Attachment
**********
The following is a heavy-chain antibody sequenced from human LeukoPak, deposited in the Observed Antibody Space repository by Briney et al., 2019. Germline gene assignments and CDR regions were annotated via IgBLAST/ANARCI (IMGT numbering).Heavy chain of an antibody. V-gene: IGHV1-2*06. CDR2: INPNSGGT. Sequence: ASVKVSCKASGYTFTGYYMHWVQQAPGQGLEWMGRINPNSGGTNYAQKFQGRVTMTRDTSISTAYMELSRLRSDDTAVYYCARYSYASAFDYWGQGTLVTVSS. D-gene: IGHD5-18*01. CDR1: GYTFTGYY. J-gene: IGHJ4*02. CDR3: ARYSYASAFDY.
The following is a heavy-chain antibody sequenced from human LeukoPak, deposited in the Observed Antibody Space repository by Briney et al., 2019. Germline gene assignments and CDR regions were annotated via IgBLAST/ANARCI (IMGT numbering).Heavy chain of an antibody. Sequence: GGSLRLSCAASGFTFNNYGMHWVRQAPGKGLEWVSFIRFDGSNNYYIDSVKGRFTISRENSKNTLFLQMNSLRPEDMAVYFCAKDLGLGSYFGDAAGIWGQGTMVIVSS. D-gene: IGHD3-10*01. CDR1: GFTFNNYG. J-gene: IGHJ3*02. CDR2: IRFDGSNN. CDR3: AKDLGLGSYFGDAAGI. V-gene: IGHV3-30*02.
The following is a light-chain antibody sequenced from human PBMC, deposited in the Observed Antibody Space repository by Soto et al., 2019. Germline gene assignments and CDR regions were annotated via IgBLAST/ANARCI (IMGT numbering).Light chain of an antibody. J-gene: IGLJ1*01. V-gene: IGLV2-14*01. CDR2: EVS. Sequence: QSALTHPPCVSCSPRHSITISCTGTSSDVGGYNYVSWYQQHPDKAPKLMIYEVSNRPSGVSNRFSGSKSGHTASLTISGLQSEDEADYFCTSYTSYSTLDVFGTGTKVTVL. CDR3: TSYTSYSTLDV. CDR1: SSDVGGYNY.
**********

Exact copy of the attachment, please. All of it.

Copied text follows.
The following is a heavy-chain antibody sequenced from human LeukoPak, deposited in the Observed Antibody Space repository by Briney et al., 2019. Germline gene assignments and CDR regions were annotated via IgBLAST/ANARCI (IMGT numbering).Heavy chain of an antibody. V-gene: IGHV1-2*06. CDR2: INPNSGGT. Sequence: ASVKVSCKASGYTFTGYYMHWVQQAPGQGLEWMGRINPNSGGTNYAQKFQGRVTMTRDTSISTAYMELSRLRSDDTAVYYCARYSYASAFDYWGQGTLVTVSS. D-gene: IGHD5-18*01. CDR1: GYTFTGYY. J-gene: IGHJ4*02. CDR3: ARYSYASAFDY.
The following is a heavy-chain antibody sequenced from human LeukoPak, deposited in the Observed Antibody Space repository by Briney et al., 2019. Germline gene assignments and CDR regions were annotated via IgBLAST/ANARCI (IMGT numbering).Heavy chain of an antibody. Sequence: GGSLRLSCAASGFTFNNYGMHWVRQAPGKGLEWVSFIRFDGSNNYYIDSVKGRFTISRENSKNTLFLQMNSLRPEDMAVYFCAKDLGLGSYFGDAAGIWGQGTMVIVSS. D-gene: IGHD3-10*01. CDR1: GFTFNNYG. J-gene: IGHJ3*02. CDR2: IRFDGSNN. CDR3: AKDLGLGSYFGDAAGI. V-gene: IGHV3-30*02.
The following is a light-chain antibody sequenced from human PBMC, deposited in the Observed Antibody Space repository by Soto et al., 2019. Germline gene assignments and CDR regions were annotated via IgBLAST/ANARCI (IMGT numbering).Light chain of an antibody. J-gene: IGLJ1*01. V-gene: IGLV2-14*01. CDR2: EVS. Sequence: QSALTHPPCVSCSPRHSITISCTGTSSDVGGYNYVSWYQQHPDKAPKLMIYEVSNRPSGVSNRFSGSKSGHTASLTISGLQSEDEADYFCTSYTSYSTLDVFGTGTKVTVL. CDR3: TSYTSYSTLDV. CDR1: SSDVGGYNY.